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You might be looking for a unique, large cat breed if you're a cat lover. Highlander cats, also known as Highland Lynx cats, are truly one of a kind. The Highlander cat has a wild, Lynx-like appearance, and they're relatively large compared to the average housecat. However, while this newer breed resembles the Highland Lynx, a big and powerful cat, it has a domestic cat's personality.
They can be incredibly loving and enjoy being the center of attention. However, before you search for this beautiful cat, you should know a few things. This article will discuss everything you need to know about the Highlander cat to help you determine whether they're the right pet for you.
- History & Origin Of Highlander Cats
- Physical Attributes
- Behavioral Characteristics
- Highlander Cat Care
- Final Notes
History & Origin Of Highlander Cats
The Highland Lynx cat is a newer breed, originally developed in 1993 by Joe Childers, a cat breeder.1 He wanted to create a domestic cat that was powerful and beautiful like the Highland Lynx but had a loving personality like a domestic cat. Breeding the Desert Lynx and Jungle Curl, he created the Highland Lynx with curled ears and a short tail.2
In 2008, The International Cat Association (TICA) recognized the breed for competition in the Preliminary New Breed class.3 Meanwhile, breeders have continued to educate the public about the breed, and its name was later changed by TICA from the Highland Lynx cat to the Highlander cat so the breed's ancestry wouldn't put people off.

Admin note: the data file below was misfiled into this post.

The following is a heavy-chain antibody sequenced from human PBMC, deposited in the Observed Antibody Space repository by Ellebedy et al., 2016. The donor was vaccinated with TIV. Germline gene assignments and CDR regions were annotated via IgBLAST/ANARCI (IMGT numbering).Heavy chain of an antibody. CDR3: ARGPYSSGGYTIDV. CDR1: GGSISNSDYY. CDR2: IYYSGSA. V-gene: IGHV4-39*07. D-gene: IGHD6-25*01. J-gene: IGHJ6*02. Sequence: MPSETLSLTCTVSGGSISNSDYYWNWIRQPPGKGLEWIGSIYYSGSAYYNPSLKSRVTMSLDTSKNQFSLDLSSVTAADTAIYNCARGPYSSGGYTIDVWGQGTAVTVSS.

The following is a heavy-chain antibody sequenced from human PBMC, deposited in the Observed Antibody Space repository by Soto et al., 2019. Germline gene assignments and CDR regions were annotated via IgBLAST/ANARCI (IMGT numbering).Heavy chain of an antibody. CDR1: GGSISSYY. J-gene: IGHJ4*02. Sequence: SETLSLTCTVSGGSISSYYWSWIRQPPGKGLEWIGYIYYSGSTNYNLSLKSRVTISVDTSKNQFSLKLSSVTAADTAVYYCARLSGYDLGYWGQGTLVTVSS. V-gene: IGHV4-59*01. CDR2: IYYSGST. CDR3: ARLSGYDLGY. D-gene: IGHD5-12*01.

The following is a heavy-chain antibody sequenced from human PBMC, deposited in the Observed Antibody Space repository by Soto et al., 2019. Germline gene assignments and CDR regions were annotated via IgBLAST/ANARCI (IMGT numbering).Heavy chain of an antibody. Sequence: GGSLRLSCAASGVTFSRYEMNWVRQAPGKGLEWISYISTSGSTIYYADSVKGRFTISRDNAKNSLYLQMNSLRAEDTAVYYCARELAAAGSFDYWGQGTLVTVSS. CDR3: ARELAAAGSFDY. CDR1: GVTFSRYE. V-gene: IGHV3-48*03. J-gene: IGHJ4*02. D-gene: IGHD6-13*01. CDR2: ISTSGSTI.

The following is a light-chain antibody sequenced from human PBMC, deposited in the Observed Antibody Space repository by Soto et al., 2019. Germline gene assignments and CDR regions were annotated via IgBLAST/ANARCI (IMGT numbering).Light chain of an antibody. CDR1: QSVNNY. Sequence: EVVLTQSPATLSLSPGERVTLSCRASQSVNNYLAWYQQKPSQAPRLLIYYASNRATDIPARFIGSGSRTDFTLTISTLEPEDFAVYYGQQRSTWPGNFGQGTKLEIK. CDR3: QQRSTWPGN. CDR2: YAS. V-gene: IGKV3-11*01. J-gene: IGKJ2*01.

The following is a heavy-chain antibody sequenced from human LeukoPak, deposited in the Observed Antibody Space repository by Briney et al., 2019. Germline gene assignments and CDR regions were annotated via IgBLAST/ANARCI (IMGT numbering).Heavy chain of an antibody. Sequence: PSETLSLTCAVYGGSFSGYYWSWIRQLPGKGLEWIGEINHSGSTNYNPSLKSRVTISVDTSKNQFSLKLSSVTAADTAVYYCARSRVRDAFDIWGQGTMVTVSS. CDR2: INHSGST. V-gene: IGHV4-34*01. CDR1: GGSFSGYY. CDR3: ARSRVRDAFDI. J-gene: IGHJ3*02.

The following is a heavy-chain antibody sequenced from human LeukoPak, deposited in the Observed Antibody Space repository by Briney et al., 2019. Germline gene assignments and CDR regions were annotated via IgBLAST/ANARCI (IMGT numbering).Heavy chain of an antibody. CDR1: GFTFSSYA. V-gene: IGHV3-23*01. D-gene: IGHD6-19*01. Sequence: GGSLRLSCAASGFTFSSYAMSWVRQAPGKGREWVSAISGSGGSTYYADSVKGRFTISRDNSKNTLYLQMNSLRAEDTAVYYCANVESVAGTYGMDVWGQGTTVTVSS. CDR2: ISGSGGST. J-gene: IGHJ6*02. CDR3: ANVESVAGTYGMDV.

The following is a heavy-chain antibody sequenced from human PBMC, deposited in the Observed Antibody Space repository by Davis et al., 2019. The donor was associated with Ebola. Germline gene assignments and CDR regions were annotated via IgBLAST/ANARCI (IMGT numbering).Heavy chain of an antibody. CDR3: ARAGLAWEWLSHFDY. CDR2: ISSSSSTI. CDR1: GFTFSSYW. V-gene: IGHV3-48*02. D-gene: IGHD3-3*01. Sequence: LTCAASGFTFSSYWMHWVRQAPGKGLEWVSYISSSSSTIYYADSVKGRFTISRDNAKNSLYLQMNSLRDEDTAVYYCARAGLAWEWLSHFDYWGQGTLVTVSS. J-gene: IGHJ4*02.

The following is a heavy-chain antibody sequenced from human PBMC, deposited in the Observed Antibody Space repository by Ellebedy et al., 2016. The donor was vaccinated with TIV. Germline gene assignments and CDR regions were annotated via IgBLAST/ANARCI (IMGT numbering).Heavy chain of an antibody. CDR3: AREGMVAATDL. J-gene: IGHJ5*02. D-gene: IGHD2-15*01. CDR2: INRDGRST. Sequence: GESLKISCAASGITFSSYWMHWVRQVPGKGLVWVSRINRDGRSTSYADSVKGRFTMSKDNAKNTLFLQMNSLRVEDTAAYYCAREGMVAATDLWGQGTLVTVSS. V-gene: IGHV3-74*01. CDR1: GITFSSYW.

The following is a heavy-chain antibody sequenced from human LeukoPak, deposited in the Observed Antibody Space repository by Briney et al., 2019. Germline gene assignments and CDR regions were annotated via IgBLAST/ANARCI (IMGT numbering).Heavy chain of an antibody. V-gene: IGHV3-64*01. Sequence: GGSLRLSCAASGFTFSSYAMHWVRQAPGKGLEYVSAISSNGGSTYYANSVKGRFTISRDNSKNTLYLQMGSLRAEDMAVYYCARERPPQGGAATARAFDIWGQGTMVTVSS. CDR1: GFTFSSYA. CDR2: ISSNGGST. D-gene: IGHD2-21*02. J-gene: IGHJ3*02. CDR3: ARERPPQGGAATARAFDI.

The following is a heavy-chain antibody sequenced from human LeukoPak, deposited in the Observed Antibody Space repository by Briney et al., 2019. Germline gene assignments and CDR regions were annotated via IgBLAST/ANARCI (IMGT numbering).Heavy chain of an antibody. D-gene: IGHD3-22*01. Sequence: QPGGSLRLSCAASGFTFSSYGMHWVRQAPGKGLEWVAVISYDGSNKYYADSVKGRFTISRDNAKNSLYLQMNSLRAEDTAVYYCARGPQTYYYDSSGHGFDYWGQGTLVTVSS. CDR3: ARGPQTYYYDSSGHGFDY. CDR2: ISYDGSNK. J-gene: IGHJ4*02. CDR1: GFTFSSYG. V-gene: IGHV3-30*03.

Like Bengal cats, Highlander cats closely resemble their ancestors, with short ears and a beautiful spotted coat available in various patterns like tabby, solid, mink, and tortoiseshell. However, unlike the Bengal, the Highland cat is considered a large breed. Female full-grown Highland Lynx cats weigh up to 20 pounds and grow up to 22 inches tall. Most cats of this breed are known for their curled ears and short tails, but some can be born with straight ears and a long tail. In addition, many Highlanders are polydactyl and have extra toes.
Highland cats can come with short or long hair with unique physical characteristics, including a straight forehead and wide nose that creates a blunt profile.4 Bred to be powerful, they have a muscular body with flexible and long hind legs, large feet, and prominent knuckles.3
Highland cats are incredibly playful and energetic. They're people-oriented and considered friendly with children and other pets. This breed is also intelligent and can learn fun tricks, including walking on a leash, fetching, and sitting. However, because they're incredibly active, they might not be the best option for first-time pet parents. In addition, while Highland cats are gentle with children and other pets, they need a lot of exercise to prevent boredom and destructive behavior. And ultimately, early socialization between 6-9 weeks is important for any cat to be friendly with people.
Highland cats can easily fit into any household, whether there are kids or other pets, if they’ve been properly socialized as a kitten. They have a social personality and enjoy spending time with others. However, you should always be careful when introducing your cat to a new pet since you never know how it'll react. Still, these cats are affectionate, friendly, and playful, making them a great addition to any home.